Cement urethane has a thermal coefficient of expansion that is almost identical to concrete, says Adelmann. “Therefore, hot water washdowns do not affect them the way they do other floor goods.”
According to Kwasny, cement urethane floors are nonodorous and cure fast. In fact, Kwasny recommends this flooring over the others.
“In environments that do a lot of hot and cold water washdowns, people tend to go with a urethane concrete because that system has a similar rate of expansion to concrete. It expands and contracts in unison with the concrete, which makes it less susceptible to cracks,” says Walsh.
The only drawback with cement urethane floors is cost. “You’re going to pay a little more,” says Kwasny.
As for non-resin flooring, one solution is offered by Detroit, MI-based SlipNOT, which manufactures slip-resistant stainless steel flooring products, such as floor plates, grating, stair treads, drain covers, floor scale tops and ladder rungs.“SlipNOT products are installed for a wide variety of food and beverage applications, specifically where oils, fats and other liquids are prevalent,” says Grace Schroeder, marketing manager for SlipNOT.
All the flooring providers, no matter their offerings, agree on one thing: You must understand your plant’s environment and needs.
“There are different types, different thicknesses and different textures [of flooring].The key is understanding the environment,” Kwasny says. “If you spend time in the beginning to pick the right floor, you’re going to minimize your headaches going forward.”
“A lot of the longevity question depends on the final use of the area and recommending the right system for it,” adds Walsh.
Smedley says High Performance Systems’ flooring engineers observe the space and its typical workflow to determine the best material for it. They consider the following five major pieces of information:
- The typical contaminants introduced to the floor (i.e., the chemicals, cleansers or oils that might touch the floor’s surface).
- Mechanical challenges imposed upon the floor (e.g., heavy forklift traffic, strong impacts from machinery, frequent thermal shock from cooking apparatuses, steam cleaning or refrigeration).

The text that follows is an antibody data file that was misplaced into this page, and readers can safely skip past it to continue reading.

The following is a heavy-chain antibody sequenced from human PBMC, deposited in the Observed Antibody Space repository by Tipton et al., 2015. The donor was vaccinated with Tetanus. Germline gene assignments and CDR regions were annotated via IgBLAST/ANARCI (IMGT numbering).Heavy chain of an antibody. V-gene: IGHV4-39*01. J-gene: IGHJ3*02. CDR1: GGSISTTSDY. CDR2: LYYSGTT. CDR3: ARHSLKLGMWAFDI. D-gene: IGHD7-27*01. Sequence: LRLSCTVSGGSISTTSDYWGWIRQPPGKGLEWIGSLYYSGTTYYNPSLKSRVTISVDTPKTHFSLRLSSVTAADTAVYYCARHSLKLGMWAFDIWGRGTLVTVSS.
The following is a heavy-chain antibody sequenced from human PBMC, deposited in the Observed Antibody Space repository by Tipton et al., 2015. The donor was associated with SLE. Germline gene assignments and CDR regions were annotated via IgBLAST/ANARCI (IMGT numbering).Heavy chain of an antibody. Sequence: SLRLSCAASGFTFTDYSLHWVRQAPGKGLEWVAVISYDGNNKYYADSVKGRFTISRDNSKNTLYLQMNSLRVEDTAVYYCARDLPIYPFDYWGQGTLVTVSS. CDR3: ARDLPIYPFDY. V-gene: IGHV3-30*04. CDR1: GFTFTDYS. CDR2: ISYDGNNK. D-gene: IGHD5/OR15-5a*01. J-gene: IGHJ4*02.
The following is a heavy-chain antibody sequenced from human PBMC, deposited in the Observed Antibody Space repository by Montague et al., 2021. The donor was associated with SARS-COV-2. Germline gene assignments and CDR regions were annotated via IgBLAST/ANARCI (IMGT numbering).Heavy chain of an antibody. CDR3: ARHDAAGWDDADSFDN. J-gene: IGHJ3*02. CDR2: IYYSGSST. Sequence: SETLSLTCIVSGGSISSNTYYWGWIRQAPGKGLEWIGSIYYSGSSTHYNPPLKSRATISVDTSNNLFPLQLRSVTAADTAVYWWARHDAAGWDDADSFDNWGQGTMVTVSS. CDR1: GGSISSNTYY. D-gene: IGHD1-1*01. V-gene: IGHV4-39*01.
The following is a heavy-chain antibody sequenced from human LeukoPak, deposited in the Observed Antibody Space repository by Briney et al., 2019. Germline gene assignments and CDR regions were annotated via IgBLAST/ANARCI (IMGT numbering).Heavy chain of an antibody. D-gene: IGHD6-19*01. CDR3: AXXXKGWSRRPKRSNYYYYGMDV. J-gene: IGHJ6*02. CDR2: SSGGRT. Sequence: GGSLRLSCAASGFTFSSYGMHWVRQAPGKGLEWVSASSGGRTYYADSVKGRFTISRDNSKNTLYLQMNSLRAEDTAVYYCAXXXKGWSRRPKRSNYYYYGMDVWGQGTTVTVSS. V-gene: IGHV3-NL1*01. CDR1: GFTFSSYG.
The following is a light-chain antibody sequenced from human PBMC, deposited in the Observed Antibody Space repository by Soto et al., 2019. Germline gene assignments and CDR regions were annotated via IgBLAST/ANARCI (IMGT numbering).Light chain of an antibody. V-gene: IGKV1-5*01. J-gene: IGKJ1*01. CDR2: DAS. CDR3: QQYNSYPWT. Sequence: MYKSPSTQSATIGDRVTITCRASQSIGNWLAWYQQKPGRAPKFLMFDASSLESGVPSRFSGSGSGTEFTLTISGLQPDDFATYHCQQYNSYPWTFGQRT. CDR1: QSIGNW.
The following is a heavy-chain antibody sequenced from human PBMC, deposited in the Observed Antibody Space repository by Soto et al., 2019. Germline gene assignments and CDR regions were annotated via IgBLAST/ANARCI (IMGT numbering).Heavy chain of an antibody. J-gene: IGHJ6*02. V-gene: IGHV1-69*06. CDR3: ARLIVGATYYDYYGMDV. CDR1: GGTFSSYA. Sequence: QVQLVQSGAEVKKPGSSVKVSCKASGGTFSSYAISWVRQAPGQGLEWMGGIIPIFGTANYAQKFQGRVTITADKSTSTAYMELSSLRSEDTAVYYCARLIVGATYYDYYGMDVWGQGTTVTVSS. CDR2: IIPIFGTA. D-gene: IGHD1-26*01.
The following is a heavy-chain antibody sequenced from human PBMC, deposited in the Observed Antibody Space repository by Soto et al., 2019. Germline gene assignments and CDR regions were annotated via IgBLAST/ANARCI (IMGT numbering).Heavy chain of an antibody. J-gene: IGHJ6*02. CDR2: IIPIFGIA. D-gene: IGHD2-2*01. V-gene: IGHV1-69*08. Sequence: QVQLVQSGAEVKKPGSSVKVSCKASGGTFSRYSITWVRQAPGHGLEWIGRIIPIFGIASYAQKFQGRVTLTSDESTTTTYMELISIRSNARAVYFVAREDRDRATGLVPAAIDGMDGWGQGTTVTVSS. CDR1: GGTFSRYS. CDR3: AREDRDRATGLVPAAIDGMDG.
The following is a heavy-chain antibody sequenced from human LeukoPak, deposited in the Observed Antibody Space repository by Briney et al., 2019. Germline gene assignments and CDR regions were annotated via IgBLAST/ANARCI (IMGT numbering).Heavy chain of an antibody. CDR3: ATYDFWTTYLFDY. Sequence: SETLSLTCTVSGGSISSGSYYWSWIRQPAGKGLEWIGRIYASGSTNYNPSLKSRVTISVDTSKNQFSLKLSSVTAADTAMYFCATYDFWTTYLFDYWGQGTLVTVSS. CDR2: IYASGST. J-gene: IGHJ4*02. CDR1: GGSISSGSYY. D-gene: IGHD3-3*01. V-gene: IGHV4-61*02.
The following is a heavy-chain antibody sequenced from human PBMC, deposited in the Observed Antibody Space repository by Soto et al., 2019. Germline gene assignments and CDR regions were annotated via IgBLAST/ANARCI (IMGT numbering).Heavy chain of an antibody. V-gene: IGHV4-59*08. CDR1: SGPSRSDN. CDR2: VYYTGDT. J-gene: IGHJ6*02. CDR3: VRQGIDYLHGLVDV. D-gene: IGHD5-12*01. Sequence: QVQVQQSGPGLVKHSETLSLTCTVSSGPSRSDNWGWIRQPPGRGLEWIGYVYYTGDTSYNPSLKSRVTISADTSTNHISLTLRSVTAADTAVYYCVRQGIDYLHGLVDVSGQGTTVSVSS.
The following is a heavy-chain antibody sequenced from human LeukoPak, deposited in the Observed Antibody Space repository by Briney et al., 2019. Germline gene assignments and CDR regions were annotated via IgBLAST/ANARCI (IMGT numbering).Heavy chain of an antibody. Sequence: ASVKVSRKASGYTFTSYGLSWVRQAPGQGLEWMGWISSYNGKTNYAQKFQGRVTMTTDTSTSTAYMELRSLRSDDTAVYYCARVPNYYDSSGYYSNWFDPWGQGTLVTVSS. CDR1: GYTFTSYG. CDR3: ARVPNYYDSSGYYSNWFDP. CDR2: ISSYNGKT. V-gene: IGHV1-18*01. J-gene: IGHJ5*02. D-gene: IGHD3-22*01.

- Workplace safety issues including the need for non-slip coatings, line striping, etc.
- Budget available to complete the project.
- Timeframe allotted to produce a floor with minimal downtime for the facility.
An assessment informs flooring engineers of how thick the coating needs to be, with thicker floors having greater shock value and a longer wear cycle.
“If you select a thin floor, for instance, one-eighth or one-quarter inch, and you have an abusive environment that will damage the coating, you’ll have a spot collecting bacteria that you’ll have to patch,” says Kwasny. The repairs will cost a lot more to fix than if an appropriate match was made in the beginning.
Considering the temperatures the floor will be exposed to is equally important. “In high-temperature situations, we always use cement urethanes or MMAs, as tempting as lower-cost epoxy options may be,” explains Smedley. “Bakeries often see floor failure underneath hot lines or ovens when a low-cost epoxy has been installed.”
The next thing to consider is the appearance of the floor, whether it needs to be glossy or more matte. This can be a decorative matter, but in some instances, the choice can contribute to the durability of the floor.
“When using an epoxy, a solid color floor is recommended,” says Adelmann. “Clear epoxies do not have good UV stability. Even UV-resistant epoxy will amber and yellow over time. It just does it more slowly than standard epoxies.”
Next, a finish needs to be determined. “All the options can be produced in various textures, including non-slip and high-gloss finishes,” says Smedley. This is important since non-slip coatings are required in many processing environments to increase worker safety. Aggregates added to the coating can change the texture and hardness of the floor.
SlipNOT stainless steel flooring has a coefficient of friction, or resistance to slip accidents, greater than 0.85 compared to the US Occupational Safety and Health Administration’s recommended score of 0.50 or above for workplace environments. Schroeder says the floors “are extremely durable and long lasting, registered by NSF International, and chemical and corrosion resistant. Plus, they can withstand the extreme heat of cookers or extreme cold of cryogenics.”